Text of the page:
Who Should Do QA?

Who should do QA in your call center?

Many companies utilize supervisors to do the call analysis and coaching. This seems like a natural because the supervisor has direct managerial responsibility and works most closely with the CSR. This close relationship, however, can create bias and these supervisors are often subsequently given incentive pay based, at least in part, on the team’s quality scores [scratching head]. Beyond that, I’ve observed that the front-line supervisor is one of the most demanding jobs you’ll ever find. Doing call analysis and call coaching easily gets pushed to the back burner when competing demands take precedent.

Other call centers obviously employ a team of QA coaches. This is generally a great solution. The QA analyst isn’t usually incented on the score and they tend not to be biased by other CSR performance issues. Having a QA analyst can create other issues. A natural conflict arises between QA analysts and supervisors (supervisors may find it easier to argue the QA score with the QA analyst than coaching/motivating their CSRs to improve). Having a dedicated QA analyst or team can be expensive for smaller companies or centers.

I’ve seen some call centers employ a hybrid approach that uses both supervisors and QA to analyze calls. That can work, but certainly increases the complexity of the process and raises other obstacles.

There is no "one size fits all" solution to this question. There are significant variables that change the equation from one call center to the next. Has your company found a solution that works for you? Are you struggling to find the right formula? Please comment, join the conversation and share your experience so we can learn from each other!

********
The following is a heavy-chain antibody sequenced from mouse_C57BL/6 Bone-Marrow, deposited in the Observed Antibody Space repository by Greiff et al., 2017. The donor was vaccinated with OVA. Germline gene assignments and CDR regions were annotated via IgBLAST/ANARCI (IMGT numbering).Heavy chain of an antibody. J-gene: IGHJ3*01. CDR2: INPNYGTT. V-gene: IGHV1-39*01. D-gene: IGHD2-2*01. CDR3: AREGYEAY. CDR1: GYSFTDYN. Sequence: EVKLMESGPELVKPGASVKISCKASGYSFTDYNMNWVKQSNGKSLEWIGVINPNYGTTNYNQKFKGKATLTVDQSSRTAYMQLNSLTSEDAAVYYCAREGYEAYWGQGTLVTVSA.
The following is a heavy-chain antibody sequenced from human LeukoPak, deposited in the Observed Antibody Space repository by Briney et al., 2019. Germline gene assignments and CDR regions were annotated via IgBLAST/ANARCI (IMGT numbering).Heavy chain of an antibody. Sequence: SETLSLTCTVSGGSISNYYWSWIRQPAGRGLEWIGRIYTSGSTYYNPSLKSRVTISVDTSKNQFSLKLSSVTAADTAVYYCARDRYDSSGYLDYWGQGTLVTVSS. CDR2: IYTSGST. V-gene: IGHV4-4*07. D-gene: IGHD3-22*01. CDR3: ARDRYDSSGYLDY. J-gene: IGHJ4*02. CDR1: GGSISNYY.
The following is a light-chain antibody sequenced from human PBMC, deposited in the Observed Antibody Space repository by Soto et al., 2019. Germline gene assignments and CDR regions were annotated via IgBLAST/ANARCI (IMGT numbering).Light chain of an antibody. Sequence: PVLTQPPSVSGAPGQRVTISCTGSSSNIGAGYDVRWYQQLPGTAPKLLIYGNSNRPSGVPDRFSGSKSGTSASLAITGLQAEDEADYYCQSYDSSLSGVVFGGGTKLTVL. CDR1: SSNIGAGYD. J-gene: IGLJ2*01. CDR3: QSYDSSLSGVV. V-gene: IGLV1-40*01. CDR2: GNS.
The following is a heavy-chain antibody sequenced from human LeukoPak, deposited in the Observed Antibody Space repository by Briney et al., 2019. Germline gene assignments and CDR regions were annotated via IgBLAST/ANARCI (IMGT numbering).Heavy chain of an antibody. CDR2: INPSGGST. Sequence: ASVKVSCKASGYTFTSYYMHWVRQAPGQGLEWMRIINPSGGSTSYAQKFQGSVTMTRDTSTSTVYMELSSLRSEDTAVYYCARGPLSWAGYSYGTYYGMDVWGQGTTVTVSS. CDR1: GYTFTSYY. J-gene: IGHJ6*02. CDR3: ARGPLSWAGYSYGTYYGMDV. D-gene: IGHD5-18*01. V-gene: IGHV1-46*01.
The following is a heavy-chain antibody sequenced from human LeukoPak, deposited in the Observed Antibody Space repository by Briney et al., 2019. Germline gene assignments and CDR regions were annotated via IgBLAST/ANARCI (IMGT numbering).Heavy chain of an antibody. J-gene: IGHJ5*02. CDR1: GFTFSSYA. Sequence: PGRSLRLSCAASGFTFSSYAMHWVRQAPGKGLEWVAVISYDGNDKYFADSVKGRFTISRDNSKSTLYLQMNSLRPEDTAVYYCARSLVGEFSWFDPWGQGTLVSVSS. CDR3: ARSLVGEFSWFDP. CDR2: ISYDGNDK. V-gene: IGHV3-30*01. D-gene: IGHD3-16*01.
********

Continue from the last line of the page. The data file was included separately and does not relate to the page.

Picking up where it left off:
Related Posts:
Pros and Cons of 3rd Party QA
How Many Agents Does it Take to Make a Call Center?
You Know What They Say About Assumptions

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  4 comments for “Who Should Do QA?

  1. RS
    July 19, 2006 at 10:07 am

    QA and its role and incentives have been issues in both of the contact centers I’ve worked in. Both centers ended up with a combination approach. Audits are completed by QA coaches, supervisors and team leads. Their combined scores qualify for the rep’s performance. In both centers, calibrations become another issue. There are way too many people involved in the calibrations and the power struggles usually escalate. What I’ve found is that the problem usually lies in the call METRICS, not necessarily the people doing the audits.

  2. July 19, 2006 at 9:31 pm

    Tom…The best formula is constant moderation and checks / balances through all available mediums. QA coaches work best when combined with supervisors and team leaders. The relationships of each truly seem to intensify with operated together as opposed to separate.

  3. July 20, 2006 at 8:02 am

    Thanks for the great comments. I think that there’s a general concensus brewing that a mixture is a great way to go. I’m with you AS, that there should be checks & balances.
    Raquel, I also agree with you that too many people in calibration is a recipe for conflict and discouragement. When metrics aren’t well defined, it can cause all sorts of heated debates. Thanks for commenting!

  4. July 22, 2006 at 8:49 pm

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